Thursday, August 06, 2020

A Thousand Cuts: Duterte’s War on Journalists

Why is Philippines President Rodrigo Duterte still popular in his own country? Despite the lost livelihoods of Filipino fishermen, he has basically conceded China’s claims of sovereignty of the entire South China Sea. Even though he presides over large Catholic and Muslim populations, he continues to cozy up to Xi’s regime, while it razes churches, persecutes believers of all faiths, and wages a campaign of cultural genocide and mass incarceration against the Muslim Uyghurs. It certainly helps that Duterte shares the CCP’s hostility towards a free press. Ramona S. Diaz follows one of his leading journalistic gadflies as she deals with trolling, death threats, and specious criminal charges in A Thousand Cuts, which releases virtually tomorrow.

aria Ressa interviewed Duterte several times during his rise to power. As we can see from the clips Diaz incorporates, she was tough, but always respectful. She clearly was not “out to get him” from the start. Nonetheless, her online news outlet Rappler aggressively covered his “war on drugs” and the extralegal killings it inspired, which inevitably brought her into conflict with his government.

Diaz also follows Mocha Uson, a former pop idol who now serves as the field marshal of Duterte’s social media army, as well as his hand-picked senate candidate and a long-shot opposition rival. Frankly, Diaz is so fair in her approach, she shows Uson’s human side, even while capturing all the slimy trolling she facilitates.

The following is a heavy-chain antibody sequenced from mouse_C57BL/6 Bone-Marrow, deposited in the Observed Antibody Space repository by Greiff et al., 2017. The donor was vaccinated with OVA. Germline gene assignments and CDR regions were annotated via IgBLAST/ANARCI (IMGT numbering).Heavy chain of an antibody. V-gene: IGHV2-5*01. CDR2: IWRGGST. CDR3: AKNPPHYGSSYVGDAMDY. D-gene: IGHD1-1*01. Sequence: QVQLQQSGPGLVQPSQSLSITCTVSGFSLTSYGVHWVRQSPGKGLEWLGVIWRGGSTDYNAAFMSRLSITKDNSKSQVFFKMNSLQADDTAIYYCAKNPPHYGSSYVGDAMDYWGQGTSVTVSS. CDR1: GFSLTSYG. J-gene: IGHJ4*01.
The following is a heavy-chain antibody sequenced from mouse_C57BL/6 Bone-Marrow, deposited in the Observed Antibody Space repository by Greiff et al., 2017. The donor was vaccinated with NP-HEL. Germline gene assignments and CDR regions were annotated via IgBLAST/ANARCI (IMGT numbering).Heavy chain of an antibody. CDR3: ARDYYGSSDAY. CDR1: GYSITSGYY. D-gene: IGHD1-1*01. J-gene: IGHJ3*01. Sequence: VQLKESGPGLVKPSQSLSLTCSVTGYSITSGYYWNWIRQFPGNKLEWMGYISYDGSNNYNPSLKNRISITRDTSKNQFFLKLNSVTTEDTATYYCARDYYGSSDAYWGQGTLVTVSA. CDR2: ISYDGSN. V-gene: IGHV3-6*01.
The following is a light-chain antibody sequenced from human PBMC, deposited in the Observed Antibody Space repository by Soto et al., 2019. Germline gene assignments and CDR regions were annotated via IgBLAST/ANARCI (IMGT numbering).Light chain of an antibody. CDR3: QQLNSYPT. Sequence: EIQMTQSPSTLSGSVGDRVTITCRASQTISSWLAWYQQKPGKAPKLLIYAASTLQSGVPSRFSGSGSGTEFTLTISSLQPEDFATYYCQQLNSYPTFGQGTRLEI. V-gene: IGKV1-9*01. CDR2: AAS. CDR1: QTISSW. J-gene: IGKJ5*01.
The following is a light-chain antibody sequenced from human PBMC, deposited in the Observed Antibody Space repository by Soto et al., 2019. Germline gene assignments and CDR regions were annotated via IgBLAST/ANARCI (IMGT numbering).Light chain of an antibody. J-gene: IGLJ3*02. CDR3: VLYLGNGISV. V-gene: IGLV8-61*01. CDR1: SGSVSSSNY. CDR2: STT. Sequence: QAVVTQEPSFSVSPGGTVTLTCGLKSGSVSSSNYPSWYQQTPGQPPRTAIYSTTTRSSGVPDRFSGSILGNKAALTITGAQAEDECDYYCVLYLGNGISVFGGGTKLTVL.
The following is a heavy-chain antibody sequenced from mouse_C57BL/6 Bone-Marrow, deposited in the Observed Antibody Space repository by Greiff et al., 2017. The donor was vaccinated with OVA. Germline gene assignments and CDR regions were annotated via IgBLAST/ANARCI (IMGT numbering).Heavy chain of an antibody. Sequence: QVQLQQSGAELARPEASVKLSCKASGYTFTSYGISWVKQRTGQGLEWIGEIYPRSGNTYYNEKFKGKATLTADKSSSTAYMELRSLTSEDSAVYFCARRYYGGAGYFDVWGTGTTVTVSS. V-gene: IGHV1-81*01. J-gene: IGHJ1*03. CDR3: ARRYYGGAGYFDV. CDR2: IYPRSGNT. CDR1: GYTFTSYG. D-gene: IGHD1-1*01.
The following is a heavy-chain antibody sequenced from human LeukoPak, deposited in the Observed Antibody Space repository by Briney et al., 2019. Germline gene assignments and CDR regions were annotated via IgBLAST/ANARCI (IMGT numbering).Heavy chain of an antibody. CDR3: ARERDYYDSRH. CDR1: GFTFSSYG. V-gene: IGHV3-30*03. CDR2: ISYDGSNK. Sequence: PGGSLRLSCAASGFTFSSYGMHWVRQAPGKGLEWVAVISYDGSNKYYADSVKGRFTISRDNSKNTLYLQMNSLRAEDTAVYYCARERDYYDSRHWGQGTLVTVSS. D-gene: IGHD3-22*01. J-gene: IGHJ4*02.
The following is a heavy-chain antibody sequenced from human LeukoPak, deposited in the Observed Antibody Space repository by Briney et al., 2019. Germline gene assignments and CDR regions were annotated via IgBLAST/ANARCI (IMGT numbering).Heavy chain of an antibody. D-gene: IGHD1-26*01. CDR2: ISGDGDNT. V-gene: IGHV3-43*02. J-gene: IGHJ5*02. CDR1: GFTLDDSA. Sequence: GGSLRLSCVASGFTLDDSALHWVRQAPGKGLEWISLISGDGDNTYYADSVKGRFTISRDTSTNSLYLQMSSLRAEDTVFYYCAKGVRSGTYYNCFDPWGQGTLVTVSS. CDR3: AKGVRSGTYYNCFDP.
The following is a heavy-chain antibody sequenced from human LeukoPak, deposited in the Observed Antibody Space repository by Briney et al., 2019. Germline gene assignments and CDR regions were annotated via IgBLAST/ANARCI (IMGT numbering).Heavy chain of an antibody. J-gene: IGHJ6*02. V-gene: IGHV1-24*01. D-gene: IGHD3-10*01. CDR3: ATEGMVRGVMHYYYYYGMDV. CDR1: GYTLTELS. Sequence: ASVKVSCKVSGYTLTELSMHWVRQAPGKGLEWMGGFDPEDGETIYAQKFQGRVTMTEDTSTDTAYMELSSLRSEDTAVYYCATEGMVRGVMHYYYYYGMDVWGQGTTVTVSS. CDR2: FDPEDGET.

Thousand Cuts
is all observation, with no talking head interviews to tell us what to think. Nevertheless, what she records is undeniably damning. After watching Duterte’s orchestrated harassment of Ressa and Rappler reporters, it is clear the free press in the Philippines faces dire, existential threats—and consequently, so does its democracy. Diaz even managed to affix an up-to-the-moment post-script that is impressive in its nimbleness, but chilling in its implications.

Unfortunately, Ressa insists on drawing comparisons between Duterte and Trump, which are fair to a limited extent (since our Prez seems to need a refresher tutorial in the 1st Amendment every time a critical book is released), but counterproductive in the long-run. Most likely, if Magnitsky sanctions will ever be applied to Duterte loyalists, it will be because hawkish human rights Republicans (like Marco Rubio) push for them.

Of course, a little Trump-bashing couldn’t hurt
Cuts on the festival circuit. It is a disturbing warning of how quickly and easily free expression rights can slip away. We should take note, because there is pressure to curtail our 1st Amendment freedoms from both sides of the political spectrum. Recommended as a document of free expression under fire, A Thousand Cuts opens virtually tomorrow (8/7).